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Slowdown may not be as severe as expected

Slowdown may not be as severe as expected
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First Published: Sat, Jun 11 2011. 12 01 AM IST
Updated: Sat, Jun 11 2011. 12 01 AM IST
New Delhi/ Mumbai: India’s expected slowdown in growth and investment may not be as severe as feared, which could mean that the central bank doesn’t have to slow down its campaign to tighten monetary policy to fight inflation, analysts said, although a liquidity shortage may still give it pause.
Meanwhile, the government said it was worried by the ballooning trade deficit, which is at its widest in nearly three years.
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Data released by the Central Statistics Office showed factory output based on a revised index with 2004-05 as the base year moderated to 6.3% in April, compared with 7.8% in the previous month. However, the moderation was slower than the earlier index with the base year of 1993-94. Based on the old series, the Index of Industrial Production (IIP) grew 4.4% in April.
Trade data, also unveiled on Friday, showed exports growing 56.9% to $25.9 billion (Rs 1.16 trillion today) in May, while imports grew 54.1% to $40.9 billion, leading to a trade deficit of $15 billion, the highest since August 2008.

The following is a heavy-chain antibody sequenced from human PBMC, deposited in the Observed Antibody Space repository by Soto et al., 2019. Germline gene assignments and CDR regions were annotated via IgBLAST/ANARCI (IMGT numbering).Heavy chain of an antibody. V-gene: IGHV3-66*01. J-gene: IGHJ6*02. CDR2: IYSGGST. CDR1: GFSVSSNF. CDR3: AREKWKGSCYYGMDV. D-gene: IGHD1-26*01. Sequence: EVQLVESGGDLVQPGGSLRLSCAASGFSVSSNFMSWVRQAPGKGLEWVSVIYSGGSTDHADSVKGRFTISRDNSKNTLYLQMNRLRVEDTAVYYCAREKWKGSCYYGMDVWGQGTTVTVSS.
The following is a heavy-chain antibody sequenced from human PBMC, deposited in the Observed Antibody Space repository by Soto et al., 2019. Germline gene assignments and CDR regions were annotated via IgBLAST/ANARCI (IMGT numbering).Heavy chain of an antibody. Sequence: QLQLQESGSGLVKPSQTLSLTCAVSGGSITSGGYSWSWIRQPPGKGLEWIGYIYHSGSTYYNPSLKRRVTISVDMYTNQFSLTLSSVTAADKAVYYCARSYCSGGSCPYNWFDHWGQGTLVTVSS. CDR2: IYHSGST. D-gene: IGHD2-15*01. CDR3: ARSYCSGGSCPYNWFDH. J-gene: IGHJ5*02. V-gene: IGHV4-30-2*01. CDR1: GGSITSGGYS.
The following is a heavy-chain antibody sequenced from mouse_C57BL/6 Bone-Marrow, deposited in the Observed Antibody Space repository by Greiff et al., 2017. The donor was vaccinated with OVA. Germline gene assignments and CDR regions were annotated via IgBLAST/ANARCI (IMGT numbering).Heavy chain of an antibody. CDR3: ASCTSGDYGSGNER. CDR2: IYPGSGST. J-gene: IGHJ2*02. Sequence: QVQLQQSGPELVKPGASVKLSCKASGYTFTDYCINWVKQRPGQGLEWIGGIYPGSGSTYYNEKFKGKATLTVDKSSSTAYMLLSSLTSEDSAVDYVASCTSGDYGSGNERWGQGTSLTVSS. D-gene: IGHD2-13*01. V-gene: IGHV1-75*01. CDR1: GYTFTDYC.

Commerce minister Anand Sharma said the high trade deficit is a matter of concern. “It is because of the volatility in petroleum prices. Oil prices have skyrocketed because of a number of factors, including the developments of the last few months in the Middle East,” he said.
Commerce secretary Rahul Khullar said if the trade deficit averages $12-12.5 billion per month, the current fiscal may see it widen to $145-150 billion from $101 billion in the previous year. The unusual increase in imports, especially that of gold, which stood at $9 billion in May, surprised analysts.
This could be black money flowing into the country due to the fear of a crackdown on unaccounted funds stashed outside India, said an economist who didn’t want to be named.
Finance minister Pranab Mukherjee said the IIP figures were disturbing. “We need to wait for longer-term IIP growth to see the trend,” he added.
“The data shows industrial activity is slowing down, but not collapsing”, said Samiran Chakraborty, Standard Chartered Bank India research head.
Under the new IIP series, volatility of the index has declined significantly. Growth in capital goods, which is a sign of investment activity in the economy, is not showing any significant worsening unlike the earlier series, he said.
In contrast to the old series, growth in capital goods slumped from 28% in the first half of 2010-11 to 0.25% in the second half, while the new series shows growth in capital goods only moderated from 17% in the first half of the same fiscal to 14% in the second half of the year.
“The industrial slowdown story is not completely corroborated in the new IIP series,” Chakraborty said.
However, Deepali Bhargava, an economist at ING Vysya Bank Ltd, said it may be too early to say that the trend has decisively reversed. “Various high-frequency leading indicators such as smaller order books, higher inventory build-up, lower capacity utilization, moderating non-oil imports, and recovering excise duty collections are painting a mixed picture on investment,” she said.